If you take the time to create something, it makes sense to ensure that people know it belongs to you. Even if you are comfortable with nearly all forms of content copying, it is reasonable to ensure that your name is carried with it.
However, identifying yourself and your site goes well beyond just a simple attribution line. Though your name and site URL are important, they are not immediately evident to those who browse the Web.
The problem is that most people who surf the Web often do so very casually and do not read articles or look at images intently. Thus, they often miss basic attribution lines.
However, if you take a moment to brand yourself and your site, you can increase you can make it much easier for even the casual observer to identify your work and it increases your site’s visibility as it is copied, both with and without permission, across the Web.
Fortunately, doing so is very simple and only takes a few moments. Best of all, it is a very creative and, to many, one of the more entertaining parts of building a Web site.
Let’s Get Visual
The first key to branding your site is to have a strong and unique look and feel. To do that, you’re going to have to first ensure that your site does not use any stock themes, or at least has enough customizations to make it stand out among similar sites.
The best way to do that is to do the following:
- Select a distinct name for your site or blog, along with an easy to remember URL
- Get away from default themes and create your own look
- Choose the colors you want to represent your site (ex: Red, Black and White for this site)
- Create a unique logo for your site using those colors
- Maintain your presence for as long as practical
- Make sure that all of your marketing materials are consistent with your theme
If you do those things and use the same look and feel as you grow your audience, people will inevitably begin to associate your site with that look. They will also seek out visual cues to associate an article or other content with your site.
If you maintain your presence long enough and remain distinct enough, even casual Web surfers will recognize your content as it passes across their screen. It is a great way to market your site and build up an audience, but also a way to deter content theft and protect yourself against scrapers and plagiarists alike.
After all, the more familiar you are, the less likely it is that someone can pretend to be you.
The problem, however, is that, while most sites do a decent job of branding their actual home page, they do not take advantage of other opportunities to get their name and image out.
Marketers often refer to these types of interactions as points of contact, places where a potential customer or reader come in contact with your brand.
However, there are many times in which your content is in contact with a reader, but not your brand or your name. Those are missed points of contact and are well worth exploiting in many cases.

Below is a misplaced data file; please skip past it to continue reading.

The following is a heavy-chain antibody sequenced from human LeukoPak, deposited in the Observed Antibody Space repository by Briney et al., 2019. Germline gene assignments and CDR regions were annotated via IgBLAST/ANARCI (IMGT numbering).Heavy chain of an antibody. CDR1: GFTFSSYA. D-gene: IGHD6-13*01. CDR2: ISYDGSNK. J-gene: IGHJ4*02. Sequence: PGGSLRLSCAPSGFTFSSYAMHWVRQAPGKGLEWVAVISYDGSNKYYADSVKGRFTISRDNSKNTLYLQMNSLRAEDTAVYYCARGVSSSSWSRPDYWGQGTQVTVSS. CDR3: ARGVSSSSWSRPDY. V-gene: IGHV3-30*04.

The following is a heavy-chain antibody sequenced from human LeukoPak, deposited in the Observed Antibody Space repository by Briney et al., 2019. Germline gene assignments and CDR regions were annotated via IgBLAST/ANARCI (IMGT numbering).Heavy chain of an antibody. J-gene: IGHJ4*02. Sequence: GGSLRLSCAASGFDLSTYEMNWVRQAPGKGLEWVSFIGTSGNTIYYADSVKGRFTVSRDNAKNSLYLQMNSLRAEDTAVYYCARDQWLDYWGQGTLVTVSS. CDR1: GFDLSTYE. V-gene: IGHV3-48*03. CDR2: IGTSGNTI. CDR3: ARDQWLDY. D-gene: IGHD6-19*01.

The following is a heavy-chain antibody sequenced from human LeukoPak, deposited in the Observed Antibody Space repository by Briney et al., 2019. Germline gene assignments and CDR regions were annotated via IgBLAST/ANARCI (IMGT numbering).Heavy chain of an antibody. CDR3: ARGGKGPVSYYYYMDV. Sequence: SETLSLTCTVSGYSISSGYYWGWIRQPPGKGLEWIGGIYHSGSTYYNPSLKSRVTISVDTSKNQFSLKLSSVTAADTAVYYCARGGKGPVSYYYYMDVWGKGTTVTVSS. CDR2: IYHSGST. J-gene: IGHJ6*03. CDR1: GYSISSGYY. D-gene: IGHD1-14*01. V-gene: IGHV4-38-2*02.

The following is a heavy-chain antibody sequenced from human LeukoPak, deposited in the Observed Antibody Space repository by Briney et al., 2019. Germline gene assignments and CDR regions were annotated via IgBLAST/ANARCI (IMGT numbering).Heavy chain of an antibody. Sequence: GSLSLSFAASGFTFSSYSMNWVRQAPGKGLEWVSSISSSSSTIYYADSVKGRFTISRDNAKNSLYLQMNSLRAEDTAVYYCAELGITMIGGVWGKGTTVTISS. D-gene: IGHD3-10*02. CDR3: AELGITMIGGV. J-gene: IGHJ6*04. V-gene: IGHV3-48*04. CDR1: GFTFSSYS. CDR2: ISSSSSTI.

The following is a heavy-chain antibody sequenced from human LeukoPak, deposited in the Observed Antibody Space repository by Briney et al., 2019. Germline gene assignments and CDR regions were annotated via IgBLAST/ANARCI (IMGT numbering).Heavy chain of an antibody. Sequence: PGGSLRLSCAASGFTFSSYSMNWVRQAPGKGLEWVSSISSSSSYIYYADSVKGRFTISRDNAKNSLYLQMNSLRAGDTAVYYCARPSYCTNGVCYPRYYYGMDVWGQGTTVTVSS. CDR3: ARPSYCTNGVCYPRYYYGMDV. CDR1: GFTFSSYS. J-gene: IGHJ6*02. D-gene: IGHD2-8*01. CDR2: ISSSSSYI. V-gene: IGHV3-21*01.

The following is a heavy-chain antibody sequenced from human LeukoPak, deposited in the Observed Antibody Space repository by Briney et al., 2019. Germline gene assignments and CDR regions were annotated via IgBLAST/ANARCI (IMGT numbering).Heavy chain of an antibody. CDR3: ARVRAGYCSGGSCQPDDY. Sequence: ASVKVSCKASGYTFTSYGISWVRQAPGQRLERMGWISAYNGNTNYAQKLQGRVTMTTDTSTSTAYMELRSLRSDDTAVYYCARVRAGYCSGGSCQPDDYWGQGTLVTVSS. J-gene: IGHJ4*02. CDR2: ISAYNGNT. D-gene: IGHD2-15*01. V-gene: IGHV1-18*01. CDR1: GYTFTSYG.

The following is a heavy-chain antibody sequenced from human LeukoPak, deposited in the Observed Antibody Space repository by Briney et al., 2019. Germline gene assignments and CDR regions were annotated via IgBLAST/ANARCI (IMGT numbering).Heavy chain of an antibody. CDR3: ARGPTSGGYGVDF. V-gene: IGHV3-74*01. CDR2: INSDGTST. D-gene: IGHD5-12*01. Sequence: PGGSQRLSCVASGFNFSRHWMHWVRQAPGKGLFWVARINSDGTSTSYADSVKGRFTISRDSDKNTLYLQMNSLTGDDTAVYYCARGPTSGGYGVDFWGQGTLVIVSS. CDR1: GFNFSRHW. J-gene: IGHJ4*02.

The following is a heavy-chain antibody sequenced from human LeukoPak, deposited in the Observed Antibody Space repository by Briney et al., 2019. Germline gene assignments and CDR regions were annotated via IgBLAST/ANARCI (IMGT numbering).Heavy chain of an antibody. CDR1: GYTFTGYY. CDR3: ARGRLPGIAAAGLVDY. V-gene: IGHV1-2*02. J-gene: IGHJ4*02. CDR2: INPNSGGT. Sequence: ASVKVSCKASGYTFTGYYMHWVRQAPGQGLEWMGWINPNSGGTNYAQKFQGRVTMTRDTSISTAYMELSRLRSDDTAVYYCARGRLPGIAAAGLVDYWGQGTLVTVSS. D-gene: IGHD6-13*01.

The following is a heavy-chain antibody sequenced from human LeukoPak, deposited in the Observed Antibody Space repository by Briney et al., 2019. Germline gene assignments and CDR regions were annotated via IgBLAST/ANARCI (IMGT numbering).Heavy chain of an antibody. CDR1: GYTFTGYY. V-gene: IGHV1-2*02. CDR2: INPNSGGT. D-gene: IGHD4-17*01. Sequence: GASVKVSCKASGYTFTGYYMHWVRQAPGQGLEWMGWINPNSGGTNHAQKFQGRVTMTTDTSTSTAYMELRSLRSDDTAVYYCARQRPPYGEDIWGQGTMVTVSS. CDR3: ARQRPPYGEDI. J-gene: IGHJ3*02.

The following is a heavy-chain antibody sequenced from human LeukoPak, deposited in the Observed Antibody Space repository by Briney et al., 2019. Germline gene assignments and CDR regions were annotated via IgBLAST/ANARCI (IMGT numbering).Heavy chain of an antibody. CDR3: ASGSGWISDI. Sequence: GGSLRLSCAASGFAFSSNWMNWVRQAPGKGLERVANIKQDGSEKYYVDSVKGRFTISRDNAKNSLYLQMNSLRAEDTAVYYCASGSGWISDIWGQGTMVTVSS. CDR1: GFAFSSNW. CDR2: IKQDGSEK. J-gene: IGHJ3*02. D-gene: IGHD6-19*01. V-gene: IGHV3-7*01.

To that end, your logo is your most powerful and flexible tool. It is an image that can be carried with almost any content that you put out. It can be shrunk or cropped to fit in places too small for it as even a portion can trigger the same familiarity.
With that in mind, consider the following opportunities:
- If you offer an RSS feed, including a logo in the footer of the feed, similar to what Lorelle VanFossen does on her site (see above screenshot).
- If you offer embedding of images, include a non-intrusve version of the logo as a watermark, similar to iStockphoto.
- If you provide video content, include it in the intro and the closing. Also consider using it as an overlay, similar to GeekBrief.tv.
- Using your logo on any social networking sites you participate in to connect your profile back to your site.
- Likewise, when you claim your site as sites such as Technorati, making your logo your icon.
In short, any time in which a reader might interact with you, your site or your content, it is important to have these easy visual connections for them. It not only breeds familiarity with your site and connects all of the various elements of it together, but can help discourage plagiarists and scrapers.
Discouraging Content Theft
However, by protecting the content by using an image, in addition to a name and link, you go a long way toward making sure that your users recognize where the content came from and do not mistakenly leave comments on or begin to visit other sites at the expense of yours.
It is important to remember, however, that links are still the currency of the Web and, in addition to linking your logo, it is important to include text links back to your site. This will help with the search engine consequences of being scraped or plagiarized and further encourage readers to visit your site.
In short, visually branding your site is not something that replaces your current content theft protection strategy, but something to consider doing in conjunction with it.
As I keep stressing on this site, there is no magic bullet when it comes protecting your site from content theft. No matter what steps you take, there will be cases that you have to deal with, likely through copyright.
However, there are ways to mitigate the damage that scrapers and plagiarists do and keep those situations to a minimum.
Branding your site is just one of those steps and it is a step that is simply good marketing all around.
After all, success on the Web requires that one be very skilled at what they do, but also that they have the marketing and public relations edge to push them above sites that may be competing with them.
As with business in the bricks and mortar world, beating your competition involves more than just providing a better product or service, but in marketing yourself correctly to attract new customers.
Branding can help your site in many different ways, protecting your content is just one of them.